Cervélo Áspero

Just the bike for tak­ing on gravel races

Canadian Cycling Magazine - - CONTENTS - re­viewed by An­dre Cheuk

Just the bike for tak­ing on gravel races


t doesn’t mat­ter what bike you are rid­ing to­day,” Dan Mar­shall, the race di­rec­tor, said glee­fully. “You are go­ing to think you brought the wrong bike at some point on the course.”

I was wait­ing at the start line of El Ban­dito, among a cou­ple hun­dred rid­ers astride ev­ery­thing from canti-equipped ’cross bikes to full-on fat bikes. The 120-km course ahead of us com­prised choppy tar­mac, dirt and gravel roads, dou­ble­track and even sin­gle­track. Per­fect, I thought, for test­ing Cervélo’s new gravel racer, the Áspero.

One of the key ob­jec­tives for the Áspero, ac­cord­ing to Gra­ham Shrive, Cervélo’s di­rec­tor of en­gi­neer­ing, was to main­tain the race-fo­cused char­ac­ter that the com­pany’s frames are known for. “We re­ally wanted to fo­cus in on rac­ing or fast rid­ing ap­pli­ca­tions, like the Dirty Kanza,” he said. The boxy and over­size tube shapes hint at re­spon­sive­ness un­der power. The geom­e­try is long and low, even longer and lower than the R5, Cervélo’s Grand Tour racer. There aren’t any sus­pen­sion or com­forten­hanc­ing fea­tures to speak of.

The pace at El Ban­dito was hot from the gun, ev­ery­one jock­eyed for po­si­tion and a clean line into the rocky de­scents that led us to the dou­ble­track. I man­aged to ne­go­ti­ate the rocky de­scent by go­ing to a less ob­vi­ous, but slightly rougher line, thanks to a bit of pre-race re­con and the nim­ble han­dling of the Áspero. I shot past the bot­tle­neck and got on to a group that I had no busi­ness be­ing in. Ro­tat­ing in the group on rolling ter­rain, rac­ing along dirt roads, the race-bred han­dling of the Áspero felt fa­mil­iar. It was like an R5, only with clear­ance for 44-mmwide tires (49-mm with 650b wheels).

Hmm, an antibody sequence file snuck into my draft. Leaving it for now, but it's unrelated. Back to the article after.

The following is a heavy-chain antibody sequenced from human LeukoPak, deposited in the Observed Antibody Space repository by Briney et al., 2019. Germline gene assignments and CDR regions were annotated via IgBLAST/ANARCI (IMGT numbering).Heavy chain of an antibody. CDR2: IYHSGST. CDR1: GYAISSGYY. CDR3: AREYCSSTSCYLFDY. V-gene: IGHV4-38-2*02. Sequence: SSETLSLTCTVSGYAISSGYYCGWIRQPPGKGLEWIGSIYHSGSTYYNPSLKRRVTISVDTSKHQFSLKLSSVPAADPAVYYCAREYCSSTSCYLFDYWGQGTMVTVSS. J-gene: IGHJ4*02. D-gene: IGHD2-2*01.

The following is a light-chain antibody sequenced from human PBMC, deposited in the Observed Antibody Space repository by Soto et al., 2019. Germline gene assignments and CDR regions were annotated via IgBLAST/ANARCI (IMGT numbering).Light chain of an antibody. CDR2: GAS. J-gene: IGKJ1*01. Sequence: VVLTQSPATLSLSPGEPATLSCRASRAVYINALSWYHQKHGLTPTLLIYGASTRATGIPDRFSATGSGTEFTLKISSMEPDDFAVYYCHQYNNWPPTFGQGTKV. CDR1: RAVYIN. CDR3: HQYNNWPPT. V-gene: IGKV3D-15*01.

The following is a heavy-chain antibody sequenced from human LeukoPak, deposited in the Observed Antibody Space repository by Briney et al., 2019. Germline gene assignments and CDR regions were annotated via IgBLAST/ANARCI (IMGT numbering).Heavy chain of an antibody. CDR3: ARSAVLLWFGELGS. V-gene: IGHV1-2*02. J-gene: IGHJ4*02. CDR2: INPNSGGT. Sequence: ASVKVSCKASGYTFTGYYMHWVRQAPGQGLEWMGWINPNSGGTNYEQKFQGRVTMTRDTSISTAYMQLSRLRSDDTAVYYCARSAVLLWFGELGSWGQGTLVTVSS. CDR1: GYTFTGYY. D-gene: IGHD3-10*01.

I even­tu­ally lost touch with the group, which sucked but was also a re­lief. On the sin­gle­track-filled sec­ond half of the course, I was wor­ried the quick-han­dling Áspero would be a bit of a hand­ful on more tech­ni­cal ter­rain. Shrive and his team, how­ever, worked some alchemy here. The long reach of the Áspero paired with the rel­a­tively shorter stem mir­rored the de­vel­op­ment of mod­ern moun­tain bikes, which tend to favour a longer reaches to ac­com­mo­date shorter stems for bet­ter con­trol.

Ac­cord­ing to Shrive, af­ter in­tense dis­cus­sions at Cervélo about which wheel and tire size the Áspero should be de­signed for – 700c or 650b – the team picked both. With the Trail Mixer, an ad­justable in­sert at the fork dropout of­fers two trail op­tions. By al­ter­ing the trail, you can change the han­dling and feel of the front end. I ad­justed the Trail Mixer setup to the slower-han­dling set­ting, just to see how it felt. On 700c wheels, I found my­self carv­ing wider arcs. Once I put on a pair of 650b wheels, the steering tight­ened right back up again. The in­sert it­self is pretty easy to flip – just a sin­gle small bolt on each side – how­ever, the swap meant mov­ing the brake caliper to ac­count for the new wheel po­si­tion rel­a­tive to the fork.

Rac­ing can mean many things. For some, it means podi­ums. For most of us, an honourable fin­ish or just fin­ish­ing be­fore the cut­off of the event is hard enough. Re­gard­less of what you are rac­ing for, the Áspero de­liv­ers speed if you need it. Af­ter spend­ing sev­eral months aboard the bike – do­ing solo noo­dles, fast group rides and some gravel races like El Ban­dito – it is clear that Shrive and his team nailed their ob­jec­tive.

I was not rac­ing for the podium at El Ban­dito that day, just an honourable fin­ish. I man­aged to get it, just. Mar­shall was right about the chal­lenges the course presents, but he was wrong about one thing: I never thought I brought the wrong bike. In fact, I couldn’t think of an­other bike I’d rather have suf­fered on.

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